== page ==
Dynamical behaviour of the `beads' along the magnetic field lines near a rotating black hole

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    The elements of the cold magnetic driven flows behave like beads on the magnetic field line. The inclination of the field lines at the surface of the disc plays a crucial role on the nature of the magnetically driven outflow. For the non-relativistic case, a centrifugally driven outflow of matter from the disc is possible, if the poloidal component of the magnetic field makes an angle of less than a critical 60 degrees with the disc surface. The collimated flows ejected from active galactic nuclei may probably start from the region near the black hole. We investigate the dynamical behavior of the 'beads' on the magnetic field line start from the disc near a black hole. It is found that the critical angle becomes larger than 60 degrees for the rotating black hole case (close to 90 degrees for a=1), which may imply that the flows are easy accelerated in the inner edge of the disk surrounding a rotating black hole

    On the radio dichotomy of active galactic nuclei

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    It is still a mystery why only a small fraction of active galactic nuclei (AGNs) contain relativistic jets. Strong magnetic field is a necessary ingredient for jet formation, however, the advection of the external field in a geometrically thin disk is inefficient. The gas with a small angular velocity may fall from the Bondi radius RBR_{\rm B} nearly freely to the circularization radius RcR_{\rm c}, and a thin accretion disk is formed within RcR_{\rm c}. We suggest that the external magnetic field is substantially enhanced in this region, and the magnetic field at RcR_{\rm c} can be sufficiently strong to drive outflows from the disk if the angular velocity of the gas is low at RBR_{\rm B}. The magnetic field is efficiently dragged in the disk, because most angular momentum of the disk is removed by the outflows that leads to a significantly high radial velocity. The strong magnetic field formed in this way may accelerate jets in the region near the black hole either by the Blandford-Payne or/and Blandford-Znajek mechanisms. We suggest that the radio dichotomy of AGNs predominantly originates from the angular velocity of the circumnuclear gas. An AGN will appear as a radio-loud (RL) one if the angular velocity of the circumnuclear gas is lower than a critical value at the Bondi radius, otherwise, it will appear as a radio-quiet (RQ) AGN. This is supported by the observations that RL nuclei are invariably hosted by core galaxies. Our model suggests that the mass growth of the black holes in RL quasars is much faster than that in RQ quasars with the same luminosity, which is consistent with the fact that the massive black holes in RL quasars are systematically a few times heavier than those in their RQ counterparts.Comment: accepted by ApJ, references update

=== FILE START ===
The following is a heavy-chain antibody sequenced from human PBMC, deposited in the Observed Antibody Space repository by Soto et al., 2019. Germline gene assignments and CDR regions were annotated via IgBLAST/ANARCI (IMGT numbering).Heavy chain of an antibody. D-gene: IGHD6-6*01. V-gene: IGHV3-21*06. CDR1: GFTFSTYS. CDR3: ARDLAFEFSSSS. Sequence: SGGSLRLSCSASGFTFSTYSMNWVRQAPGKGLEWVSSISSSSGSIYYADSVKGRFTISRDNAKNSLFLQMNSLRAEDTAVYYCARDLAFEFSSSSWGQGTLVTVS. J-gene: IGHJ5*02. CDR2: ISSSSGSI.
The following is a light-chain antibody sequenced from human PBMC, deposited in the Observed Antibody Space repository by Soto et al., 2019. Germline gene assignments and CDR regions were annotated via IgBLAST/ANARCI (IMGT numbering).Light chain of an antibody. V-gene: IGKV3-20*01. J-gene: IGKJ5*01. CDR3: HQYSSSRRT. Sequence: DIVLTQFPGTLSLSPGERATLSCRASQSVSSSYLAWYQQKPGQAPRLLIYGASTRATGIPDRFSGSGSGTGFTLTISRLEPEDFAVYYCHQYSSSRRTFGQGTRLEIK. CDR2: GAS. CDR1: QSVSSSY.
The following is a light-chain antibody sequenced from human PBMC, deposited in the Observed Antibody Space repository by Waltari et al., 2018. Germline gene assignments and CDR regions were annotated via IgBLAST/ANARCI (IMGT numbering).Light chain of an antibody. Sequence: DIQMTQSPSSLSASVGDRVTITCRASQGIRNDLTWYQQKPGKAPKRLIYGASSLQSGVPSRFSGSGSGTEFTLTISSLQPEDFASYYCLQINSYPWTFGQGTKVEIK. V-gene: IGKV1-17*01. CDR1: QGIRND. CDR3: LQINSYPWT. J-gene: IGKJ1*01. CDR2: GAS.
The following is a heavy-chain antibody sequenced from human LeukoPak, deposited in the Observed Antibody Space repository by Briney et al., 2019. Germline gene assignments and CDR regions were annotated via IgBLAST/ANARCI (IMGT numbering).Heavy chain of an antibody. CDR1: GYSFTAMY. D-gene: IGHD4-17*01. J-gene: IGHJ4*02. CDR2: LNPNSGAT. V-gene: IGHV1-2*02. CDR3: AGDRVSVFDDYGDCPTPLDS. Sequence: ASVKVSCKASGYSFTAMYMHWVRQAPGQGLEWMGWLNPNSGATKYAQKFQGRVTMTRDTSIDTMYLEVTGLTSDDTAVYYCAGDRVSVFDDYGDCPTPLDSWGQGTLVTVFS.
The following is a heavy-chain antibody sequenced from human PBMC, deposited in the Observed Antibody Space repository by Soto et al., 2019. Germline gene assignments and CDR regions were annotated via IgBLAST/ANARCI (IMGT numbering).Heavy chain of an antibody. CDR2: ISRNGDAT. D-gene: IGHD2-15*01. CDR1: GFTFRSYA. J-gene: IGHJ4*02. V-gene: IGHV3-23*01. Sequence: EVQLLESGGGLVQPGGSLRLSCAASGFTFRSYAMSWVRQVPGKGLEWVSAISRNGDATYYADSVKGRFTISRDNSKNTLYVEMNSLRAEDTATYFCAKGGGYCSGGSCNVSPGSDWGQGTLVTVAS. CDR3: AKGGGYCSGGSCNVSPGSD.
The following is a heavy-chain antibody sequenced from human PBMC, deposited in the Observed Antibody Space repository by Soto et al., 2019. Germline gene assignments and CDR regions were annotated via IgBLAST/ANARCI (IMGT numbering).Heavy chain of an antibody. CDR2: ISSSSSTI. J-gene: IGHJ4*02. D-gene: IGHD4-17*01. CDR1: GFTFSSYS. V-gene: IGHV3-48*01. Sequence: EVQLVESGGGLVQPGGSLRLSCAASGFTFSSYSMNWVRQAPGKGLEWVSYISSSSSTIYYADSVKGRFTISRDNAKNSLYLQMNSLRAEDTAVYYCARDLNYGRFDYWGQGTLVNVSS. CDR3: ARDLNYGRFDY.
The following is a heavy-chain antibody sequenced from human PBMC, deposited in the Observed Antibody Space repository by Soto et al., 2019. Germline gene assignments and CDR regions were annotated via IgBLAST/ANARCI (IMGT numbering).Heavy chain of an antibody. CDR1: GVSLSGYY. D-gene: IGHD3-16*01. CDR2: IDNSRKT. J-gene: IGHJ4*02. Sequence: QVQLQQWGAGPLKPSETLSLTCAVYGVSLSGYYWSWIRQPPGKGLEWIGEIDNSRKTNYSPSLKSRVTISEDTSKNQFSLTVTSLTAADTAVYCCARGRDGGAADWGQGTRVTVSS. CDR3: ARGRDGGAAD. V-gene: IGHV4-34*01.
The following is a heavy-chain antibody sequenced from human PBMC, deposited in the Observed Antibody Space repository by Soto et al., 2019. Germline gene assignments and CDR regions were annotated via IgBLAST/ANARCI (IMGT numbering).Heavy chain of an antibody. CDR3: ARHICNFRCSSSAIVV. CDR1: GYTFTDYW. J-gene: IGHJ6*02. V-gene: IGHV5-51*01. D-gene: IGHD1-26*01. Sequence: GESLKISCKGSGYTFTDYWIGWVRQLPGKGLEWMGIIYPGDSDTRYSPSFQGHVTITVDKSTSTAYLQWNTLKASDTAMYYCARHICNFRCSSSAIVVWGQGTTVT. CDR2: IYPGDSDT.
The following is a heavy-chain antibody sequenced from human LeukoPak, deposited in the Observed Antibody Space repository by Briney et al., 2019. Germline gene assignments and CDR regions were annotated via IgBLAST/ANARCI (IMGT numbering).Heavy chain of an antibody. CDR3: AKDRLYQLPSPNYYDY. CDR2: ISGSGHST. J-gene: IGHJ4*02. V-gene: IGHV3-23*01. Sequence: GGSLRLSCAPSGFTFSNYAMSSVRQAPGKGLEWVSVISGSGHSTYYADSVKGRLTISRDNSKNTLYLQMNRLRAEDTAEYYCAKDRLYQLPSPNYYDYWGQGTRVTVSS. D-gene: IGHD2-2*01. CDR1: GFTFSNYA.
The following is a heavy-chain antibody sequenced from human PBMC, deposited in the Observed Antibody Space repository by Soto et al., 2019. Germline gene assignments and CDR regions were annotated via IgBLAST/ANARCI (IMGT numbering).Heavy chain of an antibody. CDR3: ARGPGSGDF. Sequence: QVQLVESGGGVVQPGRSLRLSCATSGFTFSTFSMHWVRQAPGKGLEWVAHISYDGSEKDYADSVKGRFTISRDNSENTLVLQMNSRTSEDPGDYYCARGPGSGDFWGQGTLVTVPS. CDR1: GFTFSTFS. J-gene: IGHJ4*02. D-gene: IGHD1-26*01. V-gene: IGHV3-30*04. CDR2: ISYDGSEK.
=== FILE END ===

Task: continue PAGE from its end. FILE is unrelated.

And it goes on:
The relation between black hole masses and Lorentz factors of the jet components in blazars

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    We explore the relation between black hole mass (MBHM_{\rm BH}) and the motion of the jet components for a sample of blazars. The Very Long Baseline Array (VLBA) 2cm Survey and its continuation: Monitoring of Jets in active galactic nuclei (AGNs) with VLBA Experiments (MOJAVE) have observed 278 radio-loud AGNs, of which 146 blazars have reliable measurements on their apparent velocities of jet components. We calculate the minimal Lorentz factors for these sources from their measured apparent velocities, and their black hole masses are estimated with their broad-line widths. A significant intrinsic correlation is found between black hole masses and the minimal Lorentz factors of the jet components, which the Eddington ratio is only weakly correlated with the minimal Lorentz factor, which may imply that the Blandford-Znajek (BZ) mechanism may dominate over the Blandford-Payne (BP) mechanism for the jet acceleration (at least) in blazars.Comment: 18 pages, 5 figures, 3 tables, submitted to ChJA

    The large-scale magnetic field of a thin accretion disk with outflows

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    The large-scale magnetic field threading an accretion disk plays an important role in launching jets/outflows. The field may probably be advected inwards by the plasma in the accretion disk from the ambient environment (interstellar medium or a companion star). It has been suggested that the external field can be efficiently dragged inwards in a thin disk with magnetic outflows. We construct a self-consistent global disk-outflow model, in which the large-scale field is formed by the advection of the external field in the disk. The outflows are accelerated by this field co-rotating with the disk, which carry away most angular momentum of the disk and make its structure significantly different from the conventional viscous disk structure. We find that the magnetic field strength in the inner region of the disk can be several orders of magnitude higher than the external field strength for a geometrically thin disk with H/R0.1H/R \sim 0.1, if the ratio of the gas to magnetic pressure βout102\beta_{\rm out} \sim 10^2 at the outer edge of the disk. The outflow velocity shows layer-like structure, i.e., it decreases with radius where it is launched. The outflow can be accelerated up to 0.20.3 \sim 0.2-0.3c from the inner region of the disk, and the mass loss rate in the outflows is 1070% \sim 10 - 70\% of the mass accretion rate at the outer radius of the disk, which may account for the fast outflows observed in some active galactic nuclei (AGNs).Comment: Accepted for publication in Ap